The other main characteristic of disinterestedness is that it can only exist at a certain remove from the immediate political fray. Democratic and Republican politicians may attempt to reconcile interests and even sometimes ideologies, but they are not fundamentally disinterested actors, nor should they be. We can speak of a politician who is capable of being disinterested, but not necessarily of a disinterested politician. The purpose of the early twentieth-century policy groups and publications—and their current descendants—was to create institutions that could play a role politicians could not. Journalists at The New York Times, for instance, may be more likely to vote for Democrats rather than Republicans, but they are taught and required by their publication to put aside their own partisan inclinations when reporting. The Founders envisioned a similar role for the courts, which is the reason Supreme Court justices enjoy lifetime tenure and therefore owe nothing to the party that nominated them. And the court has sometimes functioned exactly as designed. After former Democratic official Byron White joined the court, he took positions that offended many in his party. Later, David Souter, a former Republican official, ended up infuriating many Republicans.
There are, of course, gray areas in all of this. Discerning where disinterested readings of the law morph into political activism—on both the left and the right—is a difficult and highly imperfect business. The same goes for disinterested newspaper reporting or disinterested think tank research. But that doesn’t mean disinterestedness does not exist, or that the quest for it is foolhardy, or that broad judgments about whether institutions are striving for disinterestedness are impossible to make. It should not be controversial to assert that the reporting of the Times reflects a very different journalistic philosophy from the reporting of Fox News or that a scholar at Brookings or the Urban Institute operates under different strictures from one at the Heritage Foundation.
Ultimately, the success of disinterested institutions depends on two things: the character and views of the individuals who serve them, and widespread public support for their existence. This second pillar appears to be eroding. There have always been anti-capitalist revolutionaries and hard-line reactionaries in the United States who rejected the possibility of disinterestedness, but, except for brief periods, they have been marginalized. What’s disturbing about the present is that a significant percentage of conservatives now refuse to accept the Times as a trustworthy news outlet, or the courts as a vehicle for simply analyzing the Constitution, or think tanks like Brookings as a reasonable source of research. And some liberals have responded to this not by defending disinterestedness, but by beginning to mimic the right’s rejection of it.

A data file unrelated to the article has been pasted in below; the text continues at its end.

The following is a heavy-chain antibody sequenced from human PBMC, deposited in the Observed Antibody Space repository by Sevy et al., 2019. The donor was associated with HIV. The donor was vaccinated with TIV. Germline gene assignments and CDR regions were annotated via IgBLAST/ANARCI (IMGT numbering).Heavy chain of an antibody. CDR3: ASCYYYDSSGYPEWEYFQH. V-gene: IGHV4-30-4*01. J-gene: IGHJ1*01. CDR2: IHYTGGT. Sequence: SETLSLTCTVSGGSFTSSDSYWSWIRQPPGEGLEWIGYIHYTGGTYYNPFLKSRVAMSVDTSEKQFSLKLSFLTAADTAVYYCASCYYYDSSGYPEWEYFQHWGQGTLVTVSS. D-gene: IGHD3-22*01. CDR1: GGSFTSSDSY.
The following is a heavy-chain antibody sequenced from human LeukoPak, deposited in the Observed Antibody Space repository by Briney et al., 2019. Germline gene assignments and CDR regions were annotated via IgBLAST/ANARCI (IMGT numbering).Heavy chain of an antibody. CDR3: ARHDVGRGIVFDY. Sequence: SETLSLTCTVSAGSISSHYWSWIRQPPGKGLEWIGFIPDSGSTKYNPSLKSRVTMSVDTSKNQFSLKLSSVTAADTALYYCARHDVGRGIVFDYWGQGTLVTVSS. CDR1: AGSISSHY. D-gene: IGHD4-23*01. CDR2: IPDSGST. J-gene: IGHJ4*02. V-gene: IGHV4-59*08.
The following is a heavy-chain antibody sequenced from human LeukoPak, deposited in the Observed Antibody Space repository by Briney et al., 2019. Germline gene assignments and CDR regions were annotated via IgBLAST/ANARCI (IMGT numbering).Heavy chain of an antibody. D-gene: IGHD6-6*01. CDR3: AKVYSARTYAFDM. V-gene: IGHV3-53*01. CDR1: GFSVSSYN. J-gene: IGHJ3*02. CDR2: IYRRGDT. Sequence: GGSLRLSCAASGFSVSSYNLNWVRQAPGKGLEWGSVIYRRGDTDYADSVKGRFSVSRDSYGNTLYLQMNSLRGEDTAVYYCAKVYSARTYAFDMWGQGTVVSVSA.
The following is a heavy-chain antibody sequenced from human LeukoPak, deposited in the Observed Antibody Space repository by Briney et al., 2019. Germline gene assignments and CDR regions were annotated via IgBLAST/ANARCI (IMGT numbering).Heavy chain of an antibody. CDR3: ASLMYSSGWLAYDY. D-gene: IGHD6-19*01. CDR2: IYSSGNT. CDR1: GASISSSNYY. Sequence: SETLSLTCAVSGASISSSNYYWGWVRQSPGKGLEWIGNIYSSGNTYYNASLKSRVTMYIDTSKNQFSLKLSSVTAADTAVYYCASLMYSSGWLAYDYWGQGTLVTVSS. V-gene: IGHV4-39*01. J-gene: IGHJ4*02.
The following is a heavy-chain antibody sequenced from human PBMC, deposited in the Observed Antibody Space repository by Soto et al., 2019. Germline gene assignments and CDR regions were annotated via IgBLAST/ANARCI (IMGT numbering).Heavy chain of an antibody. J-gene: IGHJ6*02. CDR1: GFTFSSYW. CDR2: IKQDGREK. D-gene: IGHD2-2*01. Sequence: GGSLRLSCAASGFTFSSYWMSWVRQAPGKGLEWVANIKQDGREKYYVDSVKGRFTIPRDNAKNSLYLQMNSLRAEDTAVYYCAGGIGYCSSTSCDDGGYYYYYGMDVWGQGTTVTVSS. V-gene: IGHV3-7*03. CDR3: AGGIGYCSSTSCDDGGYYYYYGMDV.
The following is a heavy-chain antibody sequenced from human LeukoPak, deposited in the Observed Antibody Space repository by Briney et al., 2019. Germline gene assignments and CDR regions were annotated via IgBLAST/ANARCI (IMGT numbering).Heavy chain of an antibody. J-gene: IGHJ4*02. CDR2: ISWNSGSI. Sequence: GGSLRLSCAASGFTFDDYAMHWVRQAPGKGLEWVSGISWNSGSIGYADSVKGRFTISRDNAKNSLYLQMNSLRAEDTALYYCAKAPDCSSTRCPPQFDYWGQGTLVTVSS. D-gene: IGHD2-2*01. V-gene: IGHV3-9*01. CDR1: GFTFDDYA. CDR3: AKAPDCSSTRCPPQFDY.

Will this challenge to disinterestedness fade with time? Will it go the way of the Illinois Appeals Court’s overturned decision to deny residence to Rahm Emanuel? I certainly hope so, because, if it does not, we could be looking at a political system that begins to resemble that of the late nineteenth century, with its sharp and seemingly unresolvable clashes between different groups in American society. The next big test will be the Supreme Court’s ruling on Obama’s health care plan. If the court rejects the plan on the kind of spurious grounds that its opponents have endorsed, then it will have abandoned its historic commitment to disinterestedness. And American democracy will be in very big trouble.
John B. Judis is a senior editor at The New Republic. This article originally ran in the April 28, 2011, issue of the magazine.